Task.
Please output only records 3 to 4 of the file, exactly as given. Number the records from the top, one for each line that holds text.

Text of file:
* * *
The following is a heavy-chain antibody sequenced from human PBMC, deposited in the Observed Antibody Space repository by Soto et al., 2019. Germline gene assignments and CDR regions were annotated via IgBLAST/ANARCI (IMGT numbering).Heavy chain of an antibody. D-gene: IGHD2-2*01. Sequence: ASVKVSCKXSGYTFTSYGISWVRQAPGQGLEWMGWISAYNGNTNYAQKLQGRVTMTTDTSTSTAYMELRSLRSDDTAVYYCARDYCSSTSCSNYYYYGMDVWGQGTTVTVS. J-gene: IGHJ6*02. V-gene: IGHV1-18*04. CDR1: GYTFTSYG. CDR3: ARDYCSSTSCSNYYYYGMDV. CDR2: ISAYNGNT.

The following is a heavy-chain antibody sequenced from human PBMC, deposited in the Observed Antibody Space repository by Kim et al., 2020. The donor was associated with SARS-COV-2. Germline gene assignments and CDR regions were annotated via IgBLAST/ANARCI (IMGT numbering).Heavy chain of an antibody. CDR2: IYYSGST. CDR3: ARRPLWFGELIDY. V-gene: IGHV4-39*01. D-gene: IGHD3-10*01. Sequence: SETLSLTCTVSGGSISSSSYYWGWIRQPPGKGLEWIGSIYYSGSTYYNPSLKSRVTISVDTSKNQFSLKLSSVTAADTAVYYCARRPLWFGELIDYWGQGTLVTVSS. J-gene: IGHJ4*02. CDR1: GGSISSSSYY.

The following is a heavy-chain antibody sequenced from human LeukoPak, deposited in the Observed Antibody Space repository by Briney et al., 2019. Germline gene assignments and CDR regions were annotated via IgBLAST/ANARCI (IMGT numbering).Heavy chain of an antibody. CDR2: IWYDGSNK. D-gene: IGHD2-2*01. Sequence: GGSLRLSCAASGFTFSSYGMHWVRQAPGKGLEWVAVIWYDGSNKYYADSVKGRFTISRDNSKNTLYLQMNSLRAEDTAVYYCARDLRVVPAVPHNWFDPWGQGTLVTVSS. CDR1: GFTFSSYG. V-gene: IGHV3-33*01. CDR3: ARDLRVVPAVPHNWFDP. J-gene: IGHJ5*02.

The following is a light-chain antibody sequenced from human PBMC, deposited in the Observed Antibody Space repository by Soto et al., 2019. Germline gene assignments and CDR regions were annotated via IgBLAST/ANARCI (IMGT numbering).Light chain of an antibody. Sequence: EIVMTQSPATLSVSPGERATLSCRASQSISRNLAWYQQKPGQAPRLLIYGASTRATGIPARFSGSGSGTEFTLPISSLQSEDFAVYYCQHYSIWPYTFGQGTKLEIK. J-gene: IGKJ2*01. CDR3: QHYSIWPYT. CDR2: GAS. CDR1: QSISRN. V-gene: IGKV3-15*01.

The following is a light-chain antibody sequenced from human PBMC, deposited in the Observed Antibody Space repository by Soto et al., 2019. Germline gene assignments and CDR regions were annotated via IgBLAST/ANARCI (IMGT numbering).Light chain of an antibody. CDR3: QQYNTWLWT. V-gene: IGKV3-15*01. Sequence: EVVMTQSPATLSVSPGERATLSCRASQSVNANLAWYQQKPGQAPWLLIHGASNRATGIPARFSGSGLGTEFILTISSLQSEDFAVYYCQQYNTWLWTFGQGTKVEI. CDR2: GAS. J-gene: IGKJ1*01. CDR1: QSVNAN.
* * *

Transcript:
The following is a heavy-chain antibody sequenced from human LeukoPak, deposited in the Observed Antibody Space repository by Briney et al., 2019. Germline gene assignments and CDR regions were annotated via IgBLAST/ANARCI (IMGT numbering).Heavy chain of an antibody. CDR2: IWYDGSNK. D-gene: IGHD2-2*01. Sequence: GGSLRLSCAASGFTFSSYGMHWVRQAPGKGLEWVAVIWYDGSNKYYADSVKGRFTISRDNSKNTLYLQMNSLRAEDTAVYYCARDLRVVPAVPHNWFDPWGQGTLVTVSS. CDR1: GFTFSSYG. V-gene: IGHV3-33*01. CDR3: ARDLRVVPAVPHNWFDP. J-gene: IGHJ5*02.

The following is a light-chain antibody sequenced from human PBMC, deposited in the Observed Antibody Space repository by Soto et al., 2019. Germline gene assignments and CDR regions were annotated via IgBLAST/ANARCI (IMGT numbering).Light chain of an antibody. Sequence: EIVMTQSPATLSVSPGERATLSCRASQSISRNLAWYQQKPGQAPRLLIYGASTRATGIPARFSGSGSGTEFTLPISSLQSEDFAVYYCQHYSIWPYTFGQGTKLEIK. J-gene: IGKJ2*01. CDR3: QHYSIWPYT. CDR2: GAS. CDR1: QSISRN. V-gene: IGKV3-15*01.